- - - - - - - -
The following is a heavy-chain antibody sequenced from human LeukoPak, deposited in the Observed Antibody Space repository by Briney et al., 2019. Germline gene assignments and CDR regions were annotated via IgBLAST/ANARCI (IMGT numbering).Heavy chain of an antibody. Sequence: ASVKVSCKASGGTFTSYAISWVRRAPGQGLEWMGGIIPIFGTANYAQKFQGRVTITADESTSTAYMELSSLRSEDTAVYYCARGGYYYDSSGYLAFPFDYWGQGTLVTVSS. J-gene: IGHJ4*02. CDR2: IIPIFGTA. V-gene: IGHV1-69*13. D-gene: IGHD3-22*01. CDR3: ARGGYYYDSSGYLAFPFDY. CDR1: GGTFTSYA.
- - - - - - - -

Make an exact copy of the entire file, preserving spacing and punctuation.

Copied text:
The following is a heavy-chain antibody sequenced from human LeukoPak, deposited in the Observed Antibody Space repository by Briney et al., 2019. Germline gene assignments and CDR regions were annotated via IgBLAST/ANARCI (IMGT numbering).Heavy chain of an antibody. Sequence: ASVKVSCKASGGTFTSYAISWVRRAPGQGLEWMGGIIPIFGTANYAQKFQGRVTITADESTSTAYMELSSLRSEDTAVYYCARGGYYYDSSGYLAFPFDYWGQGTLVTVSS. J-gene: IGHJ4*02. CDR2: IIPIFGTA. V-gene: IGHV1-69*13. D-gene: IGHD3-22*01. CDR3: ARGGYYYDSSGYLAFPFDY. CDR1: GGTFTSYA.